All things considered

Six years have passed since 9/11, and, of course, the images of that September day have gradually faded. As have the emotions &

the disbelief, the anger, the wrenching sorrow at the loss. Yet, still, who can ever forget seeing the towers burn, first responders rushing to the scene, prepared to run into the buildings as hundreds ran out, the sounds of sirens and panic. And then watching the buildings fall, first one then the other, all intercut with pictures of the Pentagon and later a stark field in Pennsylvania. The days that followed were draped in funereal black crepe, the walls of buildings near the towers covered with photographs and written laments, pleading for information about missing loved ones. Dark wreathes adorned firehouses throughout the city. Flags hung limply at half-staff. In the words of the mayor, it was more than we could bear.

Who could have committed such a heinous act? Who? And grimly we promised ourselves and the world that we would find those responsible and woe betide anyone involved.

But looking back now, through a prism no longer distorted by outrage, it is clear that a puzzling thing happened in the months after 9/1l: a decision was made that still seems inexplicable.

Initially, and rightly, the linkage to Afghanistan and the Taliban was made. Our intelligence placed the ultimate perpetrators of 9/11 in the northern mountains, terrain peppered with their training camps. We had only to find them.

It was at this moment that the White House abruptly shifted its attention and military resources from Afghanistan and the capture of al-Qaeda and Osama bin Laden, who we knew was responsible for 9/11, to Iraq and the regime of Saddam Hussein. We were told that this dictator was linked to 9/11. He had ordered "yellow cake" from Nigeria; aluminum tubes, used for nuclear centrifuges and headed for Iraq, were intercepted in Jordan; a pre-9/11 meeting took place in Europe between Iraqi agents and one or more of the hijackers.

Beyond question, Saddam was a brutal and barbaric dictator, one that had killed hundreds of thousands of his own people, gassed the northern Kurds, started two wars which killed millions of people, and rewarded the families of suicide bombers while praising their martyrdom. He was also, we were told, unequivocally, in possession of weapons of mass destruction. Colin Powell went before the U.N. and said so.

We know now that this foremost member of the "axis of evil" was a paper tiger, hamstrung by long years of sanctions while inflating his weapons capability in the hope of staving off any threat to his rule. It was dissembling on an international scale.

The question that still haunts is why the Bush administration retreated from Afghanistan, where the "evil doers" were within his grasp, and focused on Iraq.

We had two seminal missions at that point, and Iraq was not one of them. Yet we rushed to war on what was paper thin if not manipulated intelligence.

The first mission was self-evident: find Osama bin Laden in the Tora Bora mountains of Afghanistan and bring him and his ilk to justice. The second was to evaluate the region coldly. Had we done so &

it's impossible to imagine that such an assessment was not made by our intelligence agencies and State Department &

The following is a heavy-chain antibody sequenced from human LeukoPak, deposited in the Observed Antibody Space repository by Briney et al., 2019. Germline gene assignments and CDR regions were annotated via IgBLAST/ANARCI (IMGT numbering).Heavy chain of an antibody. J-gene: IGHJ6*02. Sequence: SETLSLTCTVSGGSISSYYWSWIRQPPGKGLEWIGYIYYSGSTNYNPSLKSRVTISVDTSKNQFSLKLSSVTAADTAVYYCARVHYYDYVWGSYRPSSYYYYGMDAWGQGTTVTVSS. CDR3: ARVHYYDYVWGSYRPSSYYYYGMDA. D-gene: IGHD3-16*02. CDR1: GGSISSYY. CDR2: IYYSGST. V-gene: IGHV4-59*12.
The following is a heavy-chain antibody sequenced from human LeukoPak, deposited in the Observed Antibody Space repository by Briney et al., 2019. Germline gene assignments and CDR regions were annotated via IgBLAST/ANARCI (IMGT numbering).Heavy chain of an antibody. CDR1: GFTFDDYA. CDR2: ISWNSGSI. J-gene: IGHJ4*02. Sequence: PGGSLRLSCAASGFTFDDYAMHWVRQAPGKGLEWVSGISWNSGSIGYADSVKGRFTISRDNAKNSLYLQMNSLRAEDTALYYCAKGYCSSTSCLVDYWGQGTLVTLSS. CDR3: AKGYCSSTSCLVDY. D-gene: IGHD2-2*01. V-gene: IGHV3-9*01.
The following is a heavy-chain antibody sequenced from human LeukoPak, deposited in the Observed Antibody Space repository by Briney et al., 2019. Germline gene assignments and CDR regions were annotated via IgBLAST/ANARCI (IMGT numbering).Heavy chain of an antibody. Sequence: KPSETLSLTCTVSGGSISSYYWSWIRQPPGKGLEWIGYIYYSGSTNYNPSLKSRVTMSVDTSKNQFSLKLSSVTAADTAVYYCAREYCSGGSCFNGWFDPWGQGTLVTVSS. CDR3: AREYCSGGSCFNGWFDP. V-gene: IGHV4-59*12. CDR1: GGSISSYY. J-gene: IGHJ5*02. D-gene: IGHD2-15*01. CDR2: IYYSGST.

it would have been self-evident that Pakistan presented a far more lethal threat to the stability of the region than Iraq.

Pakistan can call forth images far more horrifying than any witnessed on 9/11, or graphically described by Rice, Cheney, or Bush when ginning up the invasion of Iraq. For a time it was the single largest purveyor of clandestine nuclear technology, guided by its then chief scientist, Dr. Abdul Qadeer Khan, who was selling or trading blueprints for personal gain to North Korea, Iran and Libya.

Today Pakistan, with an estimated 60 nuclear-tipped missiles on launch pads, is in a high stakes internal struggle for control of the country and control of its nuclear arsenal. The scenario that haunts western diplomats is one in which Islamic fundamentalists seize power resulting in the likes of Osama bin Laden taking charge of the nation's locked and loaded WMD.

Fearing such an outcome, and needing a strategic partner in the regional war on terror, America has funneled $10 billion in aid to Pakistan's dictator, General Pervez Musharraf. Much of it has been directed toward the Pakistani military; in return the U.S. received the promise that the army would be the tip of the spear in the area's war against al-Qaeda and the Taliban.

Yet, Newsweek magazine recently reported that a resurgent Taliban operates in Pakistan with near impunity, while funneling guns and fighters across the porous border shared with Afghanistan. Meanwhile the country experiences "political instability, a trusted network of radical Islamists, an abundance of angry young anit-Western recruits, and secluded training areas." And despite Musharraf's commitment to finding al-Qaeda and the Taliban, his military's posture has been one of benign neglect, if not tacit support.

Our relationship with Musharraf &

who last week declared a "state of emergency," suspended Pakistan's Constitution, jailed its judiciary, and placed key opposition leader Benazar Bhutto under house arrest &

has put the lie to our oft stated commitment to democracy and freedom in the region. We have once again engaged in a Faustian bargain with a despotic ruler that will only further damage America's credibility throughout the Middle East. Meanwhile, the White House is focused on Iran and it's d&


224; vu all over again.

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